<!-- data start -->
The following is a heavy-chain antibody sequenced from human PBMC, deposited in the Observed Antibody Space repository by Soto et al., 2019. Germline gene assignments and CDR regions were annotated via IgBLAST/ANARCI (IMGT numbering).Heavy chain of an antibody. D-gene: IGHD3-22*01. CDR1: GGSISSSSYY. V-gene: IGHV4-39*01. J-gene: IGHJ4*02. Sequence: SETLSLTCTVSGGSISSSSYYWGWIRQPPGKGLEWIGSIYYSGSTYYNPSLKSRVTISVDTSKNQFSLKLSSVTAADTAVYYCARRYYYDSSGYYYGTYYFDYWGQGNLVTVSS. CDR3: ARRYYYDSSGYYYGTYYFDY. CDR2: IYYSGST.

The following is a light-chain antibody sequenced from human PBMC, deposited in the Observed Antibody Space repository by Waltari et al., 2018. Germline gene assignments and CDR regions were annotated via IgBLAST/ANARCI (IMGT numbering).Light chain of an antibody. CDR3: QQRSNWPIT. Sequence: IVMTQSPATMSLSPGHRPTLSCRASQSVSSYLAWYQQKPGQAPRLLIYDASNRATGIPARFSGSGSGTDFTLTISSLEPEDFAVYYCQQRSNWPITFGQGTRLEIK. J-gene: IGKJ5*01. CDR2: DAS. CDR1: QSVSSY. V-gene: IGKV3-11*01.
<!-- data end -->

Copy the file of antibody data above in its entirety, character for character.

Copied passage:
The following is a heavy-chain antibody sequenced from human PBMC, deposited in the Observed Antibody Space repository by Soto et al., 2019. Germline gene assignments and CDR regions were annotated via IgBLAST/ANARCI (IMGT numbering).Heavy chain of an antibody. D-gene: IGHD3-22*01. CDR1: GGSISSSSYY. V-gene: IGHV4-39*01. J-gene: IGHJ4*02. Sequence: SETLSLTCTVSGGSISSSSYYWGWIRQPPGKGLEWIGSIYYSGSTYYNPSLKSRVTISVDTSKNQFSLKLSSVTAADTAVYYCARRYYYDSSGYYYGTYYFDYWGQGNLVTVSS. CDR3: ARRYYYDSSGYYYGTYYFDY. CDR2: IYYSGST.

The following is a light-chain antibody sequenced from human PBMC, deposited in the Observed Antibody Space repository by Waltari et al., 2018. Germline gene assignments and CDR regions were annotated via IgBLAST/ANARCI (IMGT numbering).Light chain of an antibody. CDR3: QQRSNWPIT. Sequence: IVMTQSPATMSLSPGHRPTLSCRASQSVSSYLAWYQQKPGQAPRLLIYDASNRATGIPARFSGSGSGTDFTLTISSLEPEDFAVYYCQQRSNWPITFGQGTRLEIK. J-gene: IGKJ5*01. CDR2: DAS. CDR1: QSVSSY. V-gene: IGKV3-11*01.